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Databricks introduces Delta Lake 3.0 to help unify data

As part of the open source community developing the data storage platform, the vendor unveiled the platform's latest iteration with data unification the main goal of the update.

Databricks on Wednesday unveiled Delta Lake 3.0, the latest version of the open source storage format used by many of the vendor's customers.

In addition to Delta Lake, first developed by Databricks and made open source in 2019, Databricks and other data lakehouse vendors' cloud storage platforms can be used with the Apache Hudi or Apache Iceberg storage formats.

But when an organization deploys data storage repositories with different storage formats in different instances -- for example, the finance department's data tables stored in a lakehouse on top of Delta Lake and the human resources department's data tables stored in a lakehouse on top of Apache Iceberg -- the deployments are unable to work together.

The result is data isolated within different deployments.

Delta Lake 3.0 aims to unify data regardless of the storage format with the introduction of Universal Format. UniForm enables Delta Lake to be used not only with Delta Lake tables but also with Hudi and Iceberg tables, which subsequently enables organizations to unify their previously isolated data.

That is an important evolution, according to Kevin Petrie, an analyst at Eckerson Group. He noted that a recent survey conducted by Eckerson Group and BARC found that over more than 80% of organizations deploy two or more data platforms.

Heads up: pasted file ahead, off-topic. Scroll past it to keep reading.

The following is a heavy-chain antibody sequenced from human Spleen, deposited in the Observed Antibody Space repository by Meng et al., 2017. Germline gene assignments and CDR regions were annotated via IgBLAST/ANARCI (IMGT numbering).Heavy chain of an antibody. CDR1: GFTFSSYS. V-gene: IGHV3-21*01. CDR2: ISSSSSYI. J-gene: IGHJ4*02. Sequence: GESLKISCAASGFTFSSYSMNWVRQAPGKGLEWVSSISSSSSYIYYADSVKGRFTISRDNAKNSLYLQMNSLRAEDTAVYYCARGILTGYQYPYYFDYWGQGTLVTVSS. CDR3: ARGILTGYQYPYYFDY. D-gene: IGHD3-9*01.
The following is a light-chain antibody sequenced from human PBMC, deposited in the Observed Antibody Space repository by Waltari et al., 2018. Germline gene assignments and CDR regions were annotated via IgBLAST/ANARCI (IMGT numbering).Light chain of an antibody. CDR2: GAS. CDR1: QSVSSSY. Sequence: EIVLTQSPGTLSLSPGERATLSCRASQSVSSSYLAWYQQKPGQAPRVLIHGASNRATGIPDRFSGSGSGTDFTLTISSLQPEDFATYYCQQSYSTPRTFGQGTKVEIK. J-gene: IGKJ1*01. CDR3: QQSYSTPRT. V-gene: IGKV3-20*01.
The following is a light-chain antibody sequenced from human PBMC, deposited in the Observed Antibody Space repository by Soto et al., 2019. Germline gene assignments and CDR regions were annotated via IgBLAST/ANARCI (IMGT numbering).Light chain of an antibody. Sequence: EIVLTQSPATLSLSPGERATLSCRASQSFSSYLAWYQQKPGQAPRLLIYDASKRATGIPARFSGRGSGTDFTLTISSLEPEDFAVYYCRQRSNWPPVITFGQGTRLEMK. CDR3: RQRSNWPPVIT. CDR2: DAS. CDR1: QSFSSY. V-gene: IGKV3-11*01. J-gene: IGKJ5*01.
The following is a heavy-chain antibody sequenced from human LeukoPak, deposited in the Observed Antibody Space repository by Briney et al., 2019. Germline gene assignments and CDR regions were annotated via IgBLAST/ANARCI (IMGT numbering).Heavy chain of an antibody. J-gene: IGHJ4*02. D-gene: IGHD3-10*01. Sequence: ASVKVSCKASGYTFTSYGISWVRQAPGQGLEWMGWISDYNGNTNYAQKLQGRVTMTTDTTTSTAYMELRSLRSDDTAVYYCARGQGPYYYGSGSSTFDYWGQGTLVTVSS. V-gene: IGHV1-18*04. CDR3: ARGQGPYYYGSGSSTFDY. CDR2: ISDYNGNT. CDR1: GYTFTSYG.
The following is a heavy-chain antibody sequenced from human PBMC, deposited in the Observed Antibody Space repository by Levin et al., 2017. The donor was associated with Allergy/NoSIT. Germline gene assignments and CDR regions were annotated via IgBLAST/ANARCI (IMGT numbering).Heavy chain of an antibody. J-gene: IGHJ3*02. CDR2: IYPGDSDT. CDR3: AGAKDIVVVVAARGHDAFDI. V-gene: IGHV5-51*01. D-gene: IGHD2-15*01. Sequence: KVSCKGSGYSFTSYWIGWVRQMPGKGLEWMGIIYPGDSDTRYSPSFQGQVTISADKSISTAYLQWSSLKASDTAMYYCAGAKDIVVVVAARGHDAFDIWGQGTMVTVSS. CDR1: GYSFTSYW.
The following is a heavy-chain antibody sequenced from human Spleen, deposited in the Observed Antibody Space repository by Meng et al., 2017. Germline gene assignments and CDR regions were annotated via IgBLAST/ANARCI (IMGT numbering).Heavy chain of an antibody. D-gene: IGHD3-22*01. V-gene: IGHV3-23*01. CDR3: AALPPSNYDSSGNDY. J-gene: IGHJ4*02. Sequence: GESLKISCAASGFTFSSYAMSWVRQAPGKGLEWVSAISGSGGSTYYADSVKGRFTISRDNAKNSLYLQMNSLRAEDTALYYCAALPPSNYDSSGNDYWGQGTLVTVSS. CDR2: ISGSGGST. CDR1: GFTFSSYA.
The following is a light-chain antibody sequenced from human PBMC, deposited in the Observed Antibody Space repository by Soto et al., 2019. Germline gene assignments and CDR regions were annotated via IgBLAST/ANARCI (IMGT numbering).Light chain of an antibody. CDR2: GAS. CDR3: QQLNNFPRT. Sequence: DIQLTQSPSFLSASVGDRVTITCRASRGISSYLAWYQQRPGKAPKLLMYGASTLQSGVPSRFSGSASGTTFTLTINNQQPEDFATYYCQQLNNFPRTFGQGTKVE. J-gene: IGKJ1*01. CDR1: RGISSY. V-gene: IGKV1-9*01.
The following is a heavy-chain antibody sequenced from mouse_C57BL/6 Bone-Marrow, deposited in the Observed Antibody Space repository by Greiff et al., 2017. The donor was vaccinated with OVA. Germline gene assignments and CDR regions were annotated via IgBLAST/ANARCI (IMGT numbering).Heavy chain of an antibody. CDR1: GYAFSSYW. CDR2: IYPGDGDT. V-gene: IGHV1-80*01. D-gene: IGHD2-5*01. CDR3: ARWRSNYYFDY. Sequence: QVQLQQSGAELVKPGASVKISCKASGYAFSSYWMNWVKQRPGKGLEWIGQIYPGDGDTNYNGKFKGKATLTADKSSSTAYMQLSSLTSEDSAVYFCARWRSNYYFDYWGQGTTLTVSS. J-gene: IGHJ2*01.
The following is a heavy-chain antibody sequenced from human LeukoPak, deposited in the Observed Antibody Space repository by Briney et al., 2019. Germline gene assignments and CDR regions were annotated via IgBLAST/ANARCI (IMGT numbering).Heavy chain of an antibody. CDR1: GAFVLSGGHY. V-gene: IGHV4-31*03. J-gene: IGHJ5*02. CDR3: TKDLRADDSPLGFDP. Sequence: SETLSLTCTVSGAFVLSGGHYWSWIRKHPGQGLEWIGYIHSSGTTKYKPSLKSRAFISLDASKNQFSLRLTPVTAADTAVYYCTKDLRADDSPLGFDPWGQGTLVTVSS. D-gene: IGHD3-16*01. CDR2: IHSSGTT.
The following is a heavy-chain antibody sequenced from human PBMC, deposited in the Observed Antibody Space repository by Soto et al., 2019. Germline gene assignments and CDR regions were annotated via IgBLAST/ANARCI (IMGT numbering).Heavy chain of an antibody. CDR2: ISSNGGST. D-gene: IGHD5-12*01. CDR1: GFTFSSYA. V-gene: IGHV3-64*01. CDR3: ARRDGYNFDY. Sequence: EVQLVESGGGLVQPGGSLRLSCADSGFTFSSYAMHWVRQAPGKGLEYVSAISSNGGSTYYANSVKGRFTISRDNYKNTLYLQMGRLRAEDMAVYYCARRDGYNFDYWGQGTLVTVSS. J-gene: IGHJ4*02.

"Databricks is right to offer a common format that makes tables more compatible and portable across platforms," Petrie said.

Databricks unveiled Delta Lake 3.0 during Data + AI Summit, the vendor's user conference in San Francisco. Currently in preview, the data storage architecture is expected to be generally available sometime during the second half of 2023.


One of Databricks' goals from its inception was to help organizations unify their data.

Historically, structured data stored in the cloud was housed in data warehouses while unstructured data stored in the cloud was housed in data lakes. Structured and unstructured data were isolated from one another.

Databricks, when it was founded in 2013, aimed to join structured and unstructured data by helping pioneer the concept of a data lakehouse, which is a combination of a data warehouse and data lake that enables organizations to store all types of data together.

To further help organizations unify their data, Databricks unveiled the Unity Catalog in 2022, a data catalog that enables organizations to put in place data governance and lineage measures.

In addition, a recent focus for the vendor has been industry-specific versions of its lakehouse aimed at helping organizations become more efficient.

However, the problem of disparate storage formats for lakehouses still remained.

Databricks, which actively participates in open source projects and makes much of its own product development open source, worked with the Delta Lake community to develop the latest version of the architecture. The goal was to eliminate isolated data, according to Joel Minnick, vice president of marketing at Databricks.

"There's still one piece out there that's creating silos," he said. "The Delta Lake community looked at this and said, 'If the idea of the lakehouse is unification, let's really solve the problem.' The big change is UniForm, which … unifies all three lakehouse formats and opens up the entire lakehouse ecosystem."

Databricks is right to offer a common format that makes tables more compatible and portable across platforms.
Kevin PetrieAnalyst, Eckerson Group

UniForm works by enabling Delta Lake users to read and write to data tables stored in Hudi and Iceberg as if they were stored in Delta Lake.